I see the Gademann group are still attacking interesting synthetic targets, this time no claims of a robust gram scale synthesis but a nice enantioselective total synthesis of fidaxomicin (continuing from their previous paper in which the aglycone was synthesised). The compound has interesting anti-bacterial activity and inhibits RNA polymerase in bacteria. It shows high activity against drug resistant strains of Mycobacterium tuberculosis and was FDA-approved in 2011 for the treatment of Clostridium difficile infections involved in nosocomial diarrhoea. However, its low bioavailability after oral application prohibits its use as a therapeutic against systemic diseases such as TB.
R1 and R2 are sugars:
I knew about rhamose, but noviose is a new sugar to me.
Basically the synthesis of the macrocyclic lactone employed the same chemistry as previously described, a Stille coupling being replaced by a Suzuki for construction of the diene unit. Again I won’t go through the entire synthesis which has many highlights, but pick out the bits that I found and liked.
Ring expansions/contractions/rearrangements are always interesting and usually synthetically useful reactions. So Gademann dredged up a reaction from the depths of Helv. Chimica. Acta from 1979, a Vasella ring contraction:
Reagents here are zinc, ammonium chloride, methanol at 60°C and gives 91% yield of product. This was converted in a further 6 steps to a glycosyl bromide and the coupling with the agylcone, however, “the β-noviosylation on the complete macrolide proved exceptionally challenging. Tedious experimentation using different glycosidation methods consistently resulted only in α-selective glycosylation on the protected macrolide.” So a Master of understatement here! So back they went to an advanced intermediate from the aglycone synthesis and finally found conditions which worked:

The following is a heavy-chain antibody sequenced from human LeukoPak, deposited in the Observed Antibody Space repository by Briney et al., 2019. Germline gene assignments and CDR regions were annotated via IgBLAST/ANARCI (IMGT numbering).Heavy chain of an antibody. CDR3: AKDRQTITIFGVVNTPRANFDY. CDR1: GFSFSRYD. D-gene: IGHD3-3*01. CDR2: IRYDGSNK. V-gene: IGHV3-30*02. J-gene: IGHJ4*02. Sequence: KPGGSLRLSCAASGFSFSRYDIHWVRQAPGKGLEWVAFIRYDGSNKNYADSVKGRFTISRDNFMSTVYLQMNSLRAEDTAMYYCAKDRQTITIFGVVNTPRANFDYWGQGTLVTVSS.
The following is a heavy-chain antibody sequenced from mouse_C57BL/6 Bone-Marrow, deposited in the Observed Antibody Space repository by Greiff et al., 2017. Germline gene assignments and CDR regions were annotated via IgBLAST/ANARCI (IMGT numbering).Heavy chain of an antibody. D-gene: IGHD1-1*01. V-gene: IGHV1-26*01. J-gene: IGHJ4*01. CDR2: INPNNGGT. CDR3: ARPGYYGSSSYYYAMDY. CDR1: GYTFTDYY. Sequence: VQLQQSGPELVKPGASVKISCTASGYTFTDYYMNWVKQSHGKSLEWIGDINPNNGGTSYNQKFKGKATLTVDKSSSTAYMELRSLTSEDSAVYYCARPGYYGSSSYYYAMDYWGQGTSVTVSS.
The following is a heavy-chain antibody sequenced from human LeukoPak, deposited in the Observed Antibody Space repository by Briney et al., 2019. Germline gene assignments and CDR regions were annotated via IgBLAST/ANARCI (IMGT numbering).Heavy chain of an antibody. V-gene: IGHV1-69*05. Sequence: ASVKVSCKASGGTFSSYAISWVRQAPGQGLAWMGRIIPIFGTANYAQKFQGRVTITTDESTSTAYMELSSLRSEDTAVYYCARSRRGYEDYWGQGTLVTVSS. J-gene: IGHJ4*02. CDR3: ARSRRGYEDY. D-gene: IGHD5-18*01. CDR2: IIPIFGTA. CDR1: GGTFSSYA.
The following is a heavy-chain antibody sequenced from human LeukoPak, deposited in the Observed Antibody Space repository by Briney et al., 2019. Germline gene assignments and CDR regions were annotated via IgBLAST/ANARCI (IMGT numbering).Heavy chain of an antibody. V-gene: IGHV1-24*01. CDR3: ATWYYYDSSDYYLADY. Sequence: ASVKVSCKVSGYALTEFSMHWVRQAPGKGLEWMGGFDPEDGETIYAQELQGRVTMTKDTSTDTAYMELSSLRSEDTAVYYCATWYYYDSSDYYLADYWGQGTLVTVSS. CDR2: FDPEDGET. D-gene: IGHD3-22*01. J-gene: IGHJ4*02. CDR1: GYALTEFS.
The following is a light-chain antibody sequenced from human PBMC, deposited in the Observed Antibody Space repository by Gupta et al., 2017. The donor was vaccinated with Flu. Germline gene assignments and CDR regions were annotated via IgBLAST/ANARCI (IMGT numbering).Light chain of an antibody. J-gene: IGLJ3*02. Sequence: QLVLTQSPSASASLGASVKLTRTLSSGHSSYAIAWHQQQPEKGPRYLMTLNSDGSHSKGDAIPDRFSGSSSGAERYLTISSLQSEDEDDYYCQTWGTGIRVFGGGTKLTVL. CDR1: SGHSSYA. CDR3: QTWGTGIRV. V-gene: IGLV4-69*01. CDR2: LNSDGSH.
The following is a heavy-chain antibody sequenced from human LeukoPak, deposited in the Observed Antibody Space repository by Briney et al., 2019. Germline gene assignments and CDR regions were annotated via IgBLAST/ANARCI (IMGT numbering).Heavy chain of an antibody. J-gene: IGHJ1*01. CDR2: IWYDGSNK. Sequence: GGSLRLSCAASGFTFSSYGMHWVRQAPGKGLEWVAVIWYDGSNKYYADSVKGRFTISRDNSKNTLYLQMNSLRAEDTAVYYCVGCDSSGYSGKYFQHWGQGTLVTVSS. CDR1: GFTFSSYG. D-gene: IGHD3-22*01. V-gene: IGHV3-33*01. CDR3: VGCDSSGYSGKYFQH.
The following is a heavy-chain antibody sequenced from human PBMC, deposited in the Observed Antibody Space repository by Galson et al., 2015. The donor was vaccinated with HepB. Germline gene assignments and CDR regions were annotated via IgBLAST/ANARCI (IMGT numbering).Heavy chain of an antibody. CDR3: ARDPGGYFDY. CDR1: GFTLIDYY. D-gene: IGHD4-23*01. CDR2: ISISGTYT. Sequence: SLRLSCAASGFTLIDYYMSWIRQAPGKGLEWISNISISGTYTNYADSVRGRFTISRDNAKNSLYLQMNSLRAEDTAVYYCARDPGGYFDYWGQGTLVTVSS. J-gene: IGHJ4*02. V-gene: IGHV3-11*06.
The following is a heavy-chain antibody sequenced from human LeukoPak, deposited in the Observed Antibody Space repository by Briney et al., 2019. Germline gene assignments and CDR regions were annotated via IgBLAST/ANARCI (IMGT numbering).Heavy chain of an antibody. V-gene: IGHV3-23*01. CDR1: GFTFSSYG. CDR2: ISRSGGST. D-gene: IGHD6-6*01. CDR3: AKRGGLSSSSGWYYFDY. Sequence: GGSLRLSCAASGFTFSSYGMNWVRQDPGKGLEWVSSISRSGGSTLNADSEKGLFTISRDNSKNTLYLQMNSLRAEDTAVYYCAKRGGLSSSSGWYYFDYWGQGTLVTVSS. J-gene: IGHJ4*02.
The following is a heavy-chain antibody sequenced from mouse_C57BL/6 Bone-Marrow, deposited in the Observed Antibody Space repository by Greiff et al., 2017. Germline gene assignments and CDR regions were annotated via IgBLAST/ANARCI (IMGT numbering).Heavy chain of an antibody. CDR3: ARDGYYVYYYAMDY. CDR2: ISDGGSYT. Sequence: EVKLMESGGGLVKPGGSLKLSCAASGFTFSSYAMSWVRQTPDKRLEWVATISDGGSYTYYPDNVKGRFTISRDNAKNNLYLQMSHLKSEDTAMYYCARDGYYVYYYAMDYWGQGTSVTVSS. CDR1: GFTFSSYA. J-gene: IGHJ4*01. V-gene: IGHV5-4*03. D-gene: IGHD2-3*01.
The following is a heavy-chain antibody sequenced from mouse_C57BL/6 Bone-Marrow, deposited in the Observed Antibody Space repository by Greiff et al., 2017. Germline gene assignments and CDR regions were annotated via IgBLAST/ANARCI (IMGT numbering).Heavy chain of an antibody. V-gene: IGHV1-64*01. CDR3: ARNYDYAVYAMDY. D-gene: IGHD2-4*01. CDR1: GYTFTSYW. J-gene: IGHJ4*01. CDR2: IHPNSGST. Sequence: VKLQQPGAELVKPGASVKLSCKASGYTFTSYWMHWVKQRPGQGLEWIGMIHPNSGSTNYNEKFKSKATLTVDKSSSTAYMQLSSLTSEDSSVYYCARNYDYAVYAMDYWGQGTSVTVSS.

It is amazing just what these sugar units can tolerate. Further steps included a Suzuki coupling under basic, if somewhat toxic, conditions (TlOEt), Grubbs (II) metathesis, 100°C and an equlibration of the Z isomer under similar conditions, HF/triethylamine, TMSOTf. Through all this the ester and the carbonate survived. Interestingly the carbonate cleavage was troublesome due to competing ester hydrolysis, however, Barton’s base (wet) proved to be the winner. However, the yield for the final deprotection steps was only 0.6%.
As usual you can’t really do this amount of work justification in such a few words. The paper is packed full of information and is open access (author’s choice), I appreciate the choice. So congratulations to Gademann and his group on a very nice total synthesis.
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